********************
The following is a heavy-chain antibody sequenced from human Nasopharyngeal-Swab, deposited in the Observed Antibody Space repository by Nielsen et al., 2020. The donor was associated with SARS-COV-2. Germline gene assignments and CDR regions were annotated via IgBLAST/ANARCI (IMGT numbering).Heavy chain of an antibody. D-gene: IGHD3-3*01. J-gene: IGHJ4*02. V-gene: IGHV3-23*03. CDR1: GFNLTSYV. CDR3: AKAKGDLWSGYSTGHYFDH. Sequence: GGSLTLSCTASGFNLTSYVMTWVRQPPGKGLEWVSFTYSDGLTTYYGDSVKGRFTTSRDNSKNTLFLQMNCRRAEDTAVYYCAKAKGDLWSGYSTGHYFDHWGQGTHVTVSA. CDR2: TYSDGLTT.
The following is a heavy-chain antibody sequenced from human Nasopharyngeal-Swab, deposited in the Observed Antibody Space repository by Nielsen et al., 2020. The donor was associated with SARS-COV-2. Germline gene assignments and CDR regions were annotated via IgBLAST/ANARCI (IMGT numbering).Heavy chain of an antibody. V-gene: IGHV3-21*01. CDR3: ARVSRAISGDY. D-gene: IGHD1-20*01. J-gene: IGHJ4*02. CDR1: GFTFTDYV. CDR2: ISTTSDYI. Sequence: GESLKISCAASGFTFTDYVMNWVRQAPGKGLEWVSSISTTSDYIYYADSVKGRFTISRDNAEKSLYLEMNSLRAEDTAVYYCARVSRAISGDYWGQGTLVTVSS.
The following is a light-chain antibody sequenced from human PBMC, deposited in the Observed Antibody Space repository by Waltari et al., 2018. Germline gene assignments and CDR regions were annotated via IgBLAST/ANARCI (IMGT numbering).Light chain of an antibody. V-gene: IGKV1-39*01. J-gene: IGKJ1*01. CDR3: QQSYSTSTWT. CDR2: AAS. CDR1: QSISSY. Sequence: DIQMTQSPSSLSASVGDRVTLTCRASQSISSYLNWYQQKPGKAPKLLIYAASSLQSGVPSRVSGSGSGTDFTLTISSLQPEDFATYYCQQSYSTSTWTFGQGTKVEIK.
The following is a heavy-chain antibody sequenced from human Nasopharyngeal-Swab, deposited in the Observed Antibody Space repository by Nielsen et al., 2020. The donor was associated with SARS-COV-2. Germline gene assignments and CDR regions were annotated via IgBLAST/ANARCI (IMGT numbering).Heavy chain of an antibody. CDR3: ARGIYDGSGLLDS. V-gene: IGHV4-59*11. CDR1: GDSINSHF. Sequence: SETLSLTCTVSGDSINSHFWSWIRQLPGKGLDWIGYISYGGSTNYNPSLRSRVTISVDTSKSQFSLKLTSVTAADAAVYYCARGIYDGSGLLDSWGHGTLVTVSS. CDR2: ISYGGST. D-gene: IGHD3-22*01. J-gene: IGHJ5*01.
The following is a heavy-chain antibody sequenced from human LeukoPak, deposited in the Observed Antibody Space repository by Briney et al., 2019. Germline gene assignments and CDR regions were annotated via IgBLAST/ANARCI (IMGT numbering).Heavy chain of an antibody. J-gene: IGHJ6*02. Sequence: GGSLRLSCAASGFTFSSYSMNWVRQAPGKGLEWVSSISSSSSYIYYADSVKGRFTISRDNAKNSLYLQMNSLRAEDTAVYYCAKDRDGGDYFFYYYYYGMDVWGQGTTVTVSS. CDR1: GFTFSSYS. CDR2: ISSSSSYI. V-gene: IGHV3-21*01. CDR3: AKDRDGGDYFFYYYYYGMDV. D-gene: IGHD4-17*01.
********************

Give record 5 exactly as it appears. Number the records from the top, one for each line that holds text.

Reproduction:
The following is a heavy-chain antibody sequenced from human LeukoPak, deposited in the Observed Antibody Space repository by Briney et al., 2019. Germline gene assignments and CDR regions were annotated via IgBLAST/ANARCI (IMGT numbering).Heavy chain of an antibody. J-gene: IGHJ6*02. Sequence: GGSLRLSCAASGFTFSSYSMNWVRQAPGKGLEWVSSISSSSSYIYYADSVKGRFTISRDNAKNSLYLQMNSLRAEDTAVYYCAKDRDGGDYFFYYYYYGMDVWGQGTTVTVSS. CDR1: GFTFSSYS. CDR2: ISSSSSYI. V-gene: IGHV3-21*01. CDR3: AKDRDGGDYFFYYYYYGMDV. D-gene: IGHD4-17*01.